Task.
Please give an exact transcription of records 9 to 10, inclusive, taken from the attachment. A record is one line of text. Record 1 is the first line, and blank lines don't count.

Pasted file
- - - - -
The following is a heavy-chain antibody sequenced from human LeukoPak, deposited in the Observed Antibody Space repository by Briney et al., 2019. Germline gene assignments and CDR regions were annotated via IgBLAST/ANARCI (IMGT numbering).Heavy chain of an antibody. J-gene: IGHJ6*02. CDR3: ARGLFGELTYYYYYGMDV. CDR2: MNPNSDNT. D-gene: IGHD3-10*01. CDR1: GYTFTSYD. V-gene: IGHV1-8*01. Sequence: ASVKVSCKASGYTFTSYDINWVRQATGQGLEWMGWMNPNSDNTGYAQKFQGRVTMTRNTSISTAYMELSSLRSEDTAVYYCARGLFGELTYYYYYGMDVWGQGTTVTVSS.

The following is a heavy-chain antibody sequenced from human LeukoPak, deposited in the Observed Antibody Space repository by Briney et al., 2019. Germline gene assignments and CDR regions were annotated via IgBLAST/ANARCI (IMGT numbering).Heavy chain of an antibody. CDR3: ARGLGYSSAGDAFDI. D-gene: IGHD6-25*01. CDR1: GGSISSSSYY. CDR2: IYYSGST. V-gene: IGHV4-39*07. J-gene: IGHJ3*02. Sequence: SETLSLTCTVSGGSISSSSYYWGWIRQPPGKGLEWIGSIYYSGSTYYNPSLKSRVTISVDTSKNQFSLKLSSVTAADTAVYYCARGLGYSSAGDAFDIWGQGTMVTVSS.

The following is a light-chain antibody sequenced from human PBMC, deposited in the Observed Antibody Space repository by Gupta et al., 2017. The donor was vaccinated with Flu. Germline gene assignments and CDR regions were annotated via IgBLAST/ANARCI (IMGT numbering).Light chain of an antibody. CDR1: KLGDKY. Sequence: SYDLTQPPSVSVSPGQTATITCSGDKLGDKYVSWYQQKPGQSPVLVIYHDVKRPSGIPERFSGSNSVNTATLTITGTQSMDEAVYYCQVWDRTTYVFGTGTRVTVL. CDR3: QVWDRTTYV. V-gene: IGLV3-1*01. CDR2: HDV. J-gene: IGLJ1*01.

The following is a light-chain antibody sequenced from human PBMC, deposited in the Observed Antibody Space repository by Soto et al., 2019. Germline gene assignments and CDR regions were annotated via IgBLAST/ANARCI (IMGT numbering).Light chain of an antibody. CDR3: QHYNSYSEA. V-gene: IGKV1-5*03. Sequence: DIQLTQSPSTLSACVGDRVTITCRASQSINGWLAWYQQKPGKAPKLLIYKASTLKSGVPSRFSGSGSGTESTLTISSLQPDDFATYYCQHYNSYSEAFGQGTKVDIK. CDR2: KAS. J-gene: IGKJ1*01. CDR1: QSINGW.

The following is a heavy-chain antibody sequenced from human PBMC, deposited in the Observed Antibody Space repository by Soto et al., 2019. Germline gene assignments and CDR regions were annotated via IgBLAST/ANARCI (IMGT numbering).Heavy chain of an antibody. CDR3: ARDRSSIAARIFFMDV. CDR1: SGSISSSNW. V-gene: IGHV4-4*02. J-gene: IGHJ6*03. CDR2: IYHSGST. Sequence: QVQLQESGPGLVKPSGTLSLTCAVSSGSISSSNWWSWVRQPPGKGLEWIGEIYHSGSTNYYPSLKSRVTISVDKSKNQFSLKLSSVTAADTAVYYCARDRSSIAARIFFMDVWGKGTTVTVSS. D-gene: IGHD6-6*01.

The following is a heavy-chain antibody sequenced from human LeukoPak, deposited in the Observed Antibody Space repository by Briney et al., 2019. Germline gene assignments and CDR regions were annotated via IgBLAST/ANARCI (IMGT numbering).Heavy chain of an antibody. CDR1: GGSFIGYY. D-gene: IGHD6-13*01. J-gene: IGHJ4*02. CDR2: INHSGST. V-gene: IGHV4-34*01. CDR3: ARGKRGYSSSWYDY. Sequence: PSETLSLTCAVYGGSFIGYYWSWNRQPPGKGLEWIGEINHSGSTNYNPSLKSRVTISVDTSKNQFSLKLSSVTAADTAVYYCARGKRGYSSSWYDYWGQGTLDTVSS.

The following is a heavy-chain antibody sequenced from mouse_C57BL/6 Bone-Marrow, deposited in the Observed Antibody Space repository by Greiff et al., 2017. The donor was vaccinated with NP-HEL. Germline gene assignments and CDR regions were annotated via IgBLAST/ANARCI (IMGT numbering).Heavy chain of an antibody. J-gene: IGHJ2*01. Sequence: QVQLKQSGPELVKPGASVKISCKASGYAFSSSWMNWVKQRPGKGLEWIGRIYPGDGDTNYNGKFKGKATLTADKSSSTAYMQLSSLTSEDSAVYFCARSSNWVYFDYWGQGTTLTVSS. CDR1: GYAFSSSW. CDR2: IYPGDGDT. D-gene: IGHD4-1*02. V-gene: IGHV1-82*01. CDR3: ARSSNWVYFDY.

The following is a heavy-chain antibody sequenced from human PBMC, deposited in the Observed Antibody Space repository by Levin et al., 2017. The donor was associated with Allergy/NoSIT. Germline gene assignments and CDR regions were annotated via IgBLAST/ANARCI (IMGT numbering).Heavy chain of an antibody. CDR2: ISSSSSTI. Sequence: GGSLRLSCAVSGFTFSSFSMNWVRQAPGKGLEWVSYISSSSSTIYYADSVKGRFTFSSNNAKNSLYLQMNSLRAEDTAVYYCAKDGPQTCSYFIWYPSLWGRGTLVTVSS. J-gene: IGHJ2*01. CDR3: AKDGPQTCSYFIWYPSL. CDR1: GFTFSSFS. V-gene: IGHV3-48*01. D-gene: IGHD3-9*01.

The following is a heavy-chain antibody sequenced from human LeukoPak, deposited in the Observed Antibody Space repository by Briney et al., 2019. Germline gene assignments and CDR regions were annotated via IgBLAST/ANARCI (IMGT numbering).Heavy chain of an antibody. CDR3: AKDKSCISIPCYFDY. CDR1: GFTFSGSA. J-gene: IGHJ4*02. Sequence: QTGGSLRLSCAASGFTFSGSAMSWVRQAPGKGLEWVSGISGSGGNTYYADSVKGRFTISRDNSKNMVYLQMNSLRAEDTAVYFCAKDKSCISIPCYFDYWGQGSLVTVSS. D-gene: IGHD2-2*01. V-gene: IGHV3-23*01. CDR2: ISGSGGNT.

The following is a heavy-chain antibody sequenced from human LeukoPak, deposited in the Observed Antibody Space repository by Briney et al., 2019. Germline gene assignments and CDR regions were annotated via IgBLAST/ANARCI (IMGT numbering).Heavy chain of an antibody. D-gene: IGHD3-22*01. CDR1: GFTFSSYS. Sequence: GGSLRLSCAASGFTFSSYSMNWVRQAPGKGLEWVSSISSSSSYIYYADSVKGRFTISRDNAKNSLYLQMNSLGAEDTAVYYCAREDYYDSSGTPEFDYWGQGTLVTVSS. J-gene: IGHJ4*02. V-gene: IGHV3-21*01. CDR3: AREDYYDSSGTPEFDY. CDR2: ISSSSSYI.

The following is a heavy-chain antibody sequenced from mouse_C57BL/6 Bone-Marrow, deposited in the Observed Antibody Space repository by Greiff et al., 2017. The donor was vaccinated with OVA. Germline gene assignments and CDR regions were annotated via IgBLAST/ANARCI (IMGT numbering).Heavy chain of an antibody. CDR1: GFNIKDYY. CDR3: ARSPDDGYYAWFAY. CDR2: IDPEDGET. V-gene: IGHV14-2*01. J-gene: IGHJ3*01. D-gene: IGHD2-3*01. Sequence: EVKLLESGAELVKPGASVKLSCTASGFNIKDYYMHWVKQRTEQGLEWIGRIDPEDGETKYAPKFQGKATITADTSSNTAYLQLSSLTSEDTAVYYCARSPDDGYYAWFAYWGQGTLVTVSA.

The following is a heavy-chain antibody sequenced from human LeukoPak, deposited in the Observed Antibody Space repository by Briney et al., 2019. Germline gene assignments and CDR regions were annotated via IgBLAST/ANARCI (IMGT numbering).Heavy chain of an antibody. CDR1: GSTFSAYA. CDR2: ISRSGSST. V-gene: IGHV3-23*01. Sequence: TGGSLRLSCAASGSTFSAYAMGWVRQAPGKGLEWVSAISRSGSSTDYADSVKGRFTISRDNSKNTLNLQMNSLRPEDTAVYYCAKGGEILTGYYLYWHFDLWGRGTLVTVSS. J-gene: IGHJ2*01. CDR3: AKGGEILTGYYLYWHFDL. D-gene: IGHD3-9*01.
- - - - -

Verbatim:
The following is a heavy-chain antibody sequenced from human LeukoPak, deposited in the Observed Antibody Space repository by Briney et al., 2019. Germline gene assignments and CDR regions were annotated via IgBLAST/ANARCI (IMGT numbering).Heavy chain of an antibody. CDR3: AKDKSCISIPCYFDY. CDR1: GFTFSGSA. J-gene: IGHJ4*02. Sequence: QTGGSLRLSCAASGFTFSGSAMSWVRQAPGKGLEWVSGISGSGGNTYYADSVKGRFTISRDNSKNMVYLQMNSLRAEDTAVYFCAKDKSCISIPCYFDYWGQGSLVTVSS. D-gene: IGHD2-2*01. V-gene: IGHV3-23*01. CDR2: ISGSGGNT.

The following is a heavy-chain antibody sequenced from human LeukoPak, deposited in the Observed Antibody Space repository by Briney et al., 2019. Germline gene assignments and CDR regions were annotated via IgBLAST/ANARCI (IMGT numbering).Heavy chain of an antibody. D-gene: IGHD3-22*01. CDR1: GFTFSSYS. Sequence: GGSLRLSCAASGFTFSSYSMNWVRQAPGKGLEWVSSISSSSSYIYYADSVKGRFTISRDNAKNSLYLQMNSLGAEDTAVYYCAREDYYDSSGTPEFDYWGQGTLVTVSS. J-gene: IGHJ4*02. V-gene: IGHV3-21*01. CDR3: AREDYYDSSGTPEFDY. CDR2: ISSSSSYI.